There has been a rise in the number of bilingual Canadians, but it’s mostly Quebecers according to a recent article in the Montreal Gazette.
A census report from Statistics Canada conducted back in 2016 revealed that 17.9 percent of Canadians said they are able to have a conversation in both English and French. That was the highest percentage ever recorded by the federal agency.
It’s mostly young Canadians that are bilingual and the rise in numbers is mostly located in Quebec.
That number rose by 19 percent, up from 16 percent between 2006-2016. That was among Canadian children aged 5 to 17.
That number has risen yet again to 27 percent for that same group now aged 15-27.
In Quebec alone, the number of bilingual citizens for that age group has risen from 28 percent to 66 percent over the last decade.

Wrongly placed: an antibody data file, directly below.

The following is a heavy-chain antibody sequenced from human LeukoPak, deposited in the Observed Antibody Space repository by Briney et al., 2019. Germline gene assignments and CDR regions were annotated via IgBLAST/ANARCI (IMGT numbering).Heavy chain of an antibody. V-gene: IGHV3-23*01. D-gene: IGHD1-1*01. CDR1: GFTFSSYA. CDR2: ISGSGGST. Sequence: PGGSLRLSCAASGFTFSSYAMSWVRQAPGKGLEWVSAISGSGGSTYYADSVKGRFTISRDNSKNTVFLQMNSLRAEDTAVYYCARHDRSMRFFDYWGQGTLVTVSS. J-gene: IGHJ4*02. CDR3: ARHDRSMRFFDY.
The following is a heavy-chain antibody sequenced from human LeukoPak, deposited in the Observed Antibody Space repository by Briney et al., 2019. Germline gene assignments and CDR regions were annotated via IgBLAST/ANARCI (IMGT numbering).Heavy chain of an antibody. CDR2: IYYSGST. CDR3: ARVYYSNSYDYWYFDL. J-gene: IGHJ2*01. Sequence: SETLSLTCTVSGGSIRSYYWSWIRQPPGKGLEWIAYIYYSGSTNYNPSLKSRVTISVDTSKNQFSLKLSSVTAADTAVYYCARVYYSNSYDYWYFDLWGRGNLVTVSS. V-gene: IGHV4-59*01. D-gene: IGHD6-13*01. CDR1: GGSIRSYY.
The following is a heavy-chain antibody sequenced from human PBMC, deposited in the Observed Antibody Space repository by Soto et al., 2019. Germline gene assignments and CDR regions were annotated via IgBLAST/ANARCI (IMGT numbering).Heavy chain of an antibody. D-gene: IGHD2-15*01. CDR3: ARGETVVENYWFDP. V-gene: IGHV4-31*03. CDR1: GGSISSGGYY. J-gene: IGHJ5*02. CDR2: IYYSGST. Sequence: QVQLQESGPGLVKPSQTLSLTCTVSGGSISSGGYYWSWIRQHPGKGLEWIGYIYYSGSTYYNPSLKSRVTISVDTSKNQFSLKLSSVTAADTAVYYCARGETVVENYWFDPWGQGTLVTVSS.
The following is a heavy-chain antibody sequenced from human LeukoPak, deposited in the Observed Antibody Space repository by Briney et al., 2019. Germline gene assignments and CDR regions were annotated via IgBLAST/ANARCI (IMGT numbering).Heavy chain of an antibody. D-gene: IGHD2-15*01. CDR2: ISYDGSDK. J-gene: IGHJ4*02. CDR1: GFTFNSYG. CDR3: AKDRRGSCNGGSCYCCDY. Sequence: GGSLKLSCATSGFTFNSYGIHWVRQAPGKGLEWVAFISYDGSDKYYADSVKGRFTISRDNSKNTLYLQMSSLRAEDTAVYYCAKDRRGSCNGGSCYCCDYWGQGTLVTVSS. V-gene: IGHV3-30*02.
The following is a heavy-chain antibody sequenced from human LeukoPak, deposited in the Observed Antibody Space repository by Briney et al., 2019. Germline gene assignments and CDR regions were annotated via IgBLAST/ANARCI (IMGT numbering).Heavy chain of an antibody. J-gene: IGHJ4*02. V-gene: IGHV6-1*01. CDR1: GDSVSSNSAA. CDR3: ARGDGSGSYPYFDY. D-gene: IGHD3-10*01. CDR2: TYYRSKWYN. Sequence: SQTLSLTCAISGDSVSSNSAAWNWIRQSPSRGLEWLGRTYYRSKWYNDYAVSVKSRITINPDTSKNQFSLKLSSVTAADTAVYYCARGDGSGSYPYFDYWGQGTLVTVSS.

New Brunswick has also seen a significant increase among that same age bracket. Fifty percent of the province’s inhabitants were bilingual as of 2016, up from only 37 percent back in 2006.
Quebecers also appear to retain their bilingualism once they’ve learned both languages as well. Ninety-four percent of Quebec youth that were surveyed back in 2006 were still bilingual in 2016. Conversely, outside of Quebec, only one-third of youth who were bilingual in 2006 remained bilingual in 2016.